Fresh sweet corn is very easy to freeze, and this is the time of year when I buy in bulk to assure my winter supply.  Just shuck the corn, remove the silk, and scrape the kernels off the cob using a sharp knife.  Put the kernels (along with any “milk”)  into the freezer container of your choice – I like to use 1 quart sized freezer bags, and I put the kernels from 2 ears in each bag.  Then just pop the containers into the freezer, and you are done!  When the dark winter hits, you can use the frozen corn in any recipe that calls for corn – and it almost as good as fresh summer corn when simply steamed and served with some butter, salt and pepper.  It is like summer in a bowl for sure!

One of my favorite and most surprising recipes for fresh or frozen sweet corn is Sweet Corn and Herbes De Provence Risotto, a recipe from chef Cat Cora that I found on the Food Network website.  There is something very soothing about the process of making risotto, even for a marginal cook such as myself.   Anyone can stir a pot, after all!  It can be made using either the chicken broth as in the recipe, or you can use vegetable stock or even plain water if you prefer.  It requires a handful of ingredients that are easy to keep on hand (or substitute with local versions–a dry NY white wine, a hard sheep’s milk cheese from one of our awesome farmers) and is delicious with either fresh or frozen corn.  This dish is particularly wonderful with a side of a lightly steamed, bitter greens like Swiss chard, spinach, or beet greens, which really compliment the sweet “pop” of the corn and the flowery notes of the Herbes de Provence.  Leftovers also freeze well!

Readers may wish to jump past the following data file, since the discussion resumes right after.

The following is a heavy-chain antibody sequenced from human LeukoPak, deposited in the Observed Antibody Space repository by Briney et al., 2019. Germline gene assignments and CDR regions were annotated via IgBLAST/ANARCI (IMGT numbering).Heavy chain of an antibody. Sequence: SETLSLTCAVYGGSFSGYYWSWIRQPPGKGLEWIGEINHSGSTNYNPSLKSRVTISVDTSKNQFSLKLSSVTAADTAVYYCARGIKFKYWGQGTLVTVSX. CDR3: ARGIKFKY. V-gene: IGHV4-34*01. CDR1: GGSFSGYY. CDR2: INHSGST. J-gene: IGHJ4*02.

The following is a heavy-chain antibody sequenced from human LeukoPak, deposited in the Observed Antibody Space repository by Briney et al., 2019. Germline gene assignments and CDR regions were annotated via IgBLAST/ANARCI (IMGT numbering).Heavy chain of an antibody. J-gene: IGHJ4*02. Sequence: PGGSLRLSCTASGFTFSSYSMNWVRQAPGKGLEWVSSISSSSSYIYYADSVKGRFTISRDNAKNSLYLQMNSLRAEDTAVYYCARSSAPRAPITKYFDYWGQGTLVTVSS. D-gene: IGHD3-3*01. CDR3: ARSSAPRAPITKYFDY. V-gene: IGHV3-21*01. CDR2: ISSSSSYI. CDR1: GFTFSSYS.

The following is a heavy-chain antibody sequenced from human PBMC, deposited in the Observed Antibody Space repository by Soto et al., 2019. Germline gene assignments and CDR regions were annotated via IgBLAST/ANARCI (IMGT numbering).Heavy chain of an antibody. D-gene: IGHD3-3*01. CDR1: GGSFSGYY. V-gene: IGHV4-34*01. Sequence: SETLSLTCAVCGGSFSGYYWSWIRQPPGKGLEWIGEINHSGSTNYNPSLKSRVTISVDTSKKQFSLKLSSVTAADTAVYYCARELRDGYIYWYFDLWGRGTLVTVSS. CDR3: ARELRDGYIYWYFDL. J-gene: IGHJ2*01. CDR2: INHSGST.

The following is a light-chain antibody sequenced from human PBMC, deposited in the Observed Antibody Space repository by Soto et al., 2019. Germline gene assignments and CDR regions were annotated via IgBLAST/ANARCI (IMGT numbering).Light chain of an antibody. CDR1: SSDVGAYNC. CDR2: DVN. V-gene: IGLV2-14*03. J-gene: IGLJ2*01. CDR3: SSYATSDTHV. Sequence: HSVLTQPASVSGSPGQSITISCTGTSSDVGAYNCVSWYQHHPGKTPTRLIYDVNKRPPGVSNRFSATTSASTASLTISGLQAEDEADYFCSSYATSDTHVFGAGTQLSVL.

For many more tips and ideas for freezing your produce, see our earlier post on this very topic.

 

 

 

 

 

Frozen Foods for when the Ground is Frozen